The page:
9. "Where are we going?" "Where they went." "What if they went nowhere?" "Well, then, this'll be your big chance to get away from it all."
10. "I'll suck your cock for a thousand dollars." "Let me find an ATM."
11. "One thing I could never stand was to see a filthy, dirty old drunkie, howling away at the filthy songs of his fathers and going blurp blurp in between as it might be a filthy old orchestra in his stinking, rotten guts."
12. "Have I or have I not covered vaginal juices?"
13. "Would sixty gallons be sufficient?"
14. "I mean, my God, where do you train your nurses, Mrs. Christie, Dachau?"
15. "Son, being fat, drunk, and stupid is no way to go through life."
1. Mel Gibson's Hamlet (1993). Hamlet tells his friend, Horatio that his mother remarried too soon following the King's death. The Bard knew his sarcasm -- it has a modern bite to it. Shakespeare is on the verge of not being taught at any level. When it is "translated" into "modern" English to make it accessible for students, it sounds ridiculous and they still don't read it. In a hundred years or less, the works of Shakespeare, read or performed, will be virtually unknown.
2. On the Beach (1956). Following world-wide nuclear destruction, a handful of survivors in Australia await radioactive fallout to kill them. A scientist, played by Fred Astaire, states the obvious absurdity. The Aussies have a wonderful national song called "Waltzing Matilda", and the tune is adapted to a haunting background score for the film. It's a great drinking song and at least one line is admiringly defiant, "you'll never take me alive...." When our streets are deserted and the tumbleweeds abound and the soup kitchens close, we'll strike up a lusty chorus as twilight descends.
3. Dr. Strangelove (1964). Stanley Kubrick's comic send-up of the dead serious Failsafe. Would have made a great double feature. A Russian diplomat and an American General push and shove in a strategic planning room in the Pentagon.
4. Sunset Boulevard (1950). Norma Desmond is a pathetic over-the-hill silent film star who wants to stage a comeback. William Holden plays a fringe Hollywood writer who has become her lover, but sees that will take him nowhere. Norma invites him to a New Year's Eve party. He asks, "Where are the other guests?" At the end when the twinkie truck comes for Norma, she says she is ready for her close-up as she approaches the screen, grotesquely animated, as if she's about to step into my living room. Oh yeah? Well, that can work both ways.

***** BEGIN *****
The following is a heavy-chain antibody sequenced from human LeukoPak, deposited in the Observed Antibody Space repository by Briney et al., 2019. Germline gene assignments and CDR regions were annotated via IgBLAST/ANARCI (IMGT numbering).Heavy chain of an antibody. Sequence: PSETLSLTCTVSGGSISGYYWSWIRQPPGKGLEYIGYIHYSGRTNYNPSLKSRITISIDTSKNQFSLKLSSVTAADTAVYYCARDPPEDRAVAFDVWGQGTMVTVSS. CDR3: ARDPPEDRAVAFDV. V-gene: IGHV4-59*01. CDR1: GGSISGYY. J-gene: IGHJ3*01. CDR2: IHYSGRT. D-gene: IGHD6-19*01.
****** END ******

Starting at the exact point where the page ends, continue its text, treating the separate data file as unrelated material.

5. American Beauty (1999). Kevin Spacey, having lost his Dilbert job, interviews with a burger joint. His utterance resonates with the frustrated working public. My experience in workplace taught me that the most responsibility lies with workers who have no authority to carry it out. Those with the most authority seemed to have no responsibility. As for the movie, it is arguably the best made in the last 15 years.
6. The Shining (1981). Kubrick again, this based on Stephen King's novel. A family of three spends a snowed-in winter at a haunted mountain hotel. Apparently, over the years, caretakers keep coming and chopping up their families before offing themselves. This is the response Jack Nicholson gets when he asks a waiter-ghost about other caretakers. Considering the size of the hotel there is still a sense of claustrophobia and isolation, the latter of the bomb shelter variety.
7. Fear and Loathing in Las Vegas (1998). Johnny Depp as gonzo journalist, Hunter S. Thompson, tripping on a cocktail of psychedelic drugs who reacts when he sees bar patrons turn into dinosaurs. You may not see people in Wal-Mart turning into dinosaurs, but some of them are just as disturbing.
8. Play it Again, Sam (1972). Early in his film career. Woody Allen played the schlemiel who could never make it with women. He meets one in a museum, who is admiring a painting. When he asks her what she thinks it means, she launches into an outrageous nihilist diatribe. Unfazed, Allen asks her out.
9. Star Trek II: The Wrath of Khan (1982). Good story with classical allusions to Shakespeare's King Lear, Melville's Moby-Dick, and Dickens' A Tale of Two Cities. It is, however, a real ham-off between Shatner and the late Ricardo Montalban. So many unintentionally funny lines. McCoy poses the question to Kirk. A chance to get away from it all by going nowhere is right on topic here.
10. The Big Lebowski (1998). You could pick something from any Cohen Brothers movie. The bizarre landscape in their films sometimes seems a more valid reality than our own. Jeff Bridges as the Dude has a perfectly logical response to the offer.
11. A Clockwork Orange (1971). Kubrick yet again. Depicts a dystopian society ruled by mindless violence. A young Malcolm MacDowell, ultra-violent and hyper-sexed, takes offense at a homeless old man under a bridge who asks for money.
12. The Meaning of Life (1983). It's John Cleese's deadpan delivery on sex education in an upper crust British prep school. A textbook example of incongruity.
13. Forbidden Planet (1956). Arguably one of the best science-fiction films ever made. A very literate story, loosely adapted from Shakespeare's Tempest. The space cook (for comic relief) is about to run out of his private stock of whiskey. Robby the Robot samples the last of it and offers to reproduce it. Look for a very youthful Leslie Nielsen (d. 2010), in a serious role, much later of Airplane and Naked Gun fame.
14. The Hospital (1971). Paddy Chayevsky's dark comedy about a chaotic urban hospital. George C. Scott of Patton fame is the Chief Surgeon and Administrator trying to hold it all together while his personal life is in shambles. He growls at a nursing supervisor played by Nancy Marchand who later turned up as Tony Soprano's malevolent mother. The inflection and growling of Scott make the line and there are others.
15. Animal House (1978). The Deltas are hauled into the Dean's office for their poor midterm averages. Dean Wormer chastises each but finally looks at "Flounder", played by Stephen Furst and offers great wisdom.